I suppose this blog post is personal enough that it’s guaranteed to be original. Even if someone else has written these exact ideas, or even somehow these exact words, I’m still original because they (probably) weren’t writing about me. Maybe that’s the answer: write about myself.

SEEN IT

Huh. I guess that’s been done. To death.

27 Random Questions

From a MySpace bulletin, circa 2007. The author of the questions is unknown but all answers are by me.

1. When you looked at yourself in the mirror today, what was the first thing you thought?
“WHERE DID I PUT MY LEFT EYE?” SOUND WEIRD BUT TO BE FAIR I WAS TOTALLY HIGH

2. How much cash do you have on you?
ALL OF IT

3. What’s a word that rhymes with “DOOR?”
“NATURES”

4. Favorite planet?
I WOULD SAY URANUS BUT IT’S TOO FILTHY SO I WILL GO WITH OMICRON 7 IN THE ANDROMEDA GALAXY. EVEN THOUGH IT’S GASEOUS, IT ROCKS!!!

5. Who is the 4th person on your missed call list on your cell phone?
CREDITORS

6. What is your favorite ring on your phone?
RING AROUND THE COLLAR HA HA HA I KILL ME. THINK OUTSIDE THE BOX PEOPLES!

7. What shirt are you wearing?
WHAT IS THIS, PHONE SEX?

8. Do you “label” yourself?
YES I DO. CONSTANTLY. LOOK I’M DOING IT NOW

9. Name the brand of your shoes you’re currently wearing?
I WILL NAME IT JEREMY AND THANK YOU FOR ASKING! YOU ARE A TRUE FRIEND

10. Bright or Dark Room?
IT DEPENDS ON IF I AM DEVELOPING PHOTOS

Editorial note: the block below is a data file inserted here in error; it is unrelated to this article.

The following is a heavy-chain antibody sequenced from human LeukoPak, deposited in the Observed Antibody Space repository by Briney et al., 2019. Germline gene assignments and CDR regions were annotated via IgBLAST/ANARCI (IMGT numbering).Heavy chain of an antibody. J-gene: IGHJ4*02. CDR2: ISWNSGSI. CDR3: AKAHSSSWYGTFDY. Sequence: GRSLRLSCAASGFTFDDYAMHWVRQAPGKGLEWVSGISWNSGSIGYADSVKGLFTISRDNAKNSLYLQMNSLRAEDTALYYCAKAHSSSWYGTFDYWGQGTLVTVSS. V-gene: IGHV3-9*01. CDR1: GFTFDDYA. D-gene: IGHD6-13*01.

11. What do you think about the person who took this survey before you?
I THINK ABOUT 145 POUNDS

13. What were you doing at midnight last night?
IT WAS NOT MIDNIGHT, IT WAS ABOUT 11:30 AND IT WAS NOTHING.

14. What did your last text message you received on your cell say?
SENDER UNKNOWN, REDO FROM START

15. Where is your nearest 7-11?
THE CORNER OF 7TH STREET AND 11TH AVENUE. I KNOW. WHO WOULDDA GUESS?!

16. What’s a word that you say a lot?
“I” BECAUSE I AM VERY IMPORTANT TO I. GET IT?

17.Who told you he/she loved you last?
HITLER LOVED ME LAST AND HE WAS VERY CLEAR ABOUT IT

18. Last furry thing you touched?
HA HA THIS ONE IS TOO PERSONAL TO ANSWER BUT I WILL GIVE YOU A HINT… IT HAD A PIT BUT WAS NOT A PEACH!!!!!

19. How many drugs have you done in the last three days?
JUST ONE WHEN YESTERDAY I INVENTED A MEDICATION TO LOWER BAD CHOLESTERAL BUT THE DAMN PATENT OFFICE REFUSED MY PATENT!!!! BASTARDS LOL

20. How many rolls of film do you need developed?
I WILL ANSWER THIS FOR EVERYONE SIMULTANEOUSLY: N WHERE N IS A NON-NEGATIVE INTEGER

21. Favorite age you have been so far?
ICE AGE WAS MY FAVOURITE BECAUSE THAT LITTLE SQUIRREL SO CUTE

22. Your worst enemy?
JEWS

23. What is your current desktop picture?
IT IS A PHOTO MY PREVIOUS DESKTOP. I KNOW, BLOWS THE MIND, EH?

24. What was the last thing you said to someone?
“IT IS A PHOTO MY PREVIOUS DESKTOP. I KNOW, BLOWS THE MIND, EH?”

25. If you had to choose between a million bucks or to be able to fly what would it be?
I WOULD CHOOSE DOOR #3 WITH THE GOAT IN IT AND THEN SLAUGHTER IT TO GAIN ITS COURAGE

26. Do you like someone?
YES BUT NOT A PEACH!!!! *WINK*

27. The last song you listened to?
MY OUTGOING VOICE MAIL MESSAGE WHICH IS SUPER CATCHY. CALL ME AND GET YOUR GROOVE BACK